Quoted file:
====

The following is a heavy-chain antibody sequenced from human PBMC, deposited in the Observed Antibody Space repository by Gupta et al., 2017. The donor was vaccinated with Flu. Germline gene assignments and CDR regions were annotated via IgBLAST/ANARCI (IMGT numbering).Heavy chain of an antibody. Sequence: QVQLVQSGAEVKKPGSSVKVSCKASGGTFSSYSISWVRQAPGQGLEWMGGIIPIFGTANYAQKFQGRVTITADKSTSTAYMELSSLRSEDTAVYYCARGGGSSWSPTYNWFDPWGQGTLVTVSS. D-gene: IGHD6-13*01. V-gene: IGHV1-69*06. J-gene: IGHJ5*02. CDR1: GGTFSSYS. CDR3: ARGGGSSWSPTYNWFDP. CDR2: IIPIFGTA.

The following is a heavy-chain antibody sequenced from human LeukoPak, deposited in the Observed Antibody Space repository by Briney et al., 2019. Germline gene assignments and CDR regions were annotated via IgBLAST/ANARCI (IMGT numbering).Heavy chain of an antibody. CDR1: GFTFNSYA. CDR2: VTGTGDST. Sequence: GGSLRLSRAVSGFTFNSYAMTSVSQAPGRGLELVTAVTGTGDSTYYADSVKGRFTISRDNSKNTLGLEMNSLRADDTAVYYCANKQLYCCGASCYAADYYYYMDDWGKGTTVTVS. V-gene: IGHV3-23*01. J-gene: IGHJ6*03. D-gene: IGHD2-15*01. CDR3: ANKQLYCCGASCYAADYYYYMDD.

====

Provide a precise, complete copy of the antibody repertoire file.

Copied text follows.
The following is a heavy-chain antibody sequenced from human PBMC, deposited in the Observed Antibody Space repository by Gupta et al., 2017. The donor was vaccinated with Flu. Germline gene assignments and CDR regions were annotated via IgBLAST/ANARCI (IMGT numbering).Heavy chain of an antibody. Sequence: QVQLVQSGAEVKKPGSSVKVSCKASGGTFSSYSISWVRQAPGQGLEWMGGIIPIFGTANYAQKFQGRVTITADKSTSTAYMELSSLRSEDTAVYYCARGGGSSWSPTYNWFDPWGQGTLVTVSS. D-gene: IGHD6-13*01. V-gene: IGHV1-69*06. J-gene: IGHJ5*02. CDR1: GGTFSSYS. CDR3: ARGGGSSWSPTYNWFDP. CDR2: IIPIFGTA.

The following is a heavy-chain antibody sequenced from human LeukoPak, deposited in the Observed Antibody Space repository by Briney et al., 2019. Germline gene assignments and CDR regions were annotated via IgBLAST/ANARCI (IMGT numbering).Heavy chain of an antibody. CDR1: GFTFNSYA. CDR2: VTGTGDST. Sequence: GGSLRLSRAVSGFTFNSYAMTSVSQAPGRGLELVTAVTGTGDSTYYADSVKGRFTISRDNSKNTLGLEMNSLRADDTAVYYCANKQLYCCGASCYAADYYYYMDDWGKGTTVTVS. V-gene: IGHV3-23*01. J-gene: IGHJ6*03. D-gene: IGHD2-15*01. CDR3: ANKQLYCCGASCYAADYYYYMDD.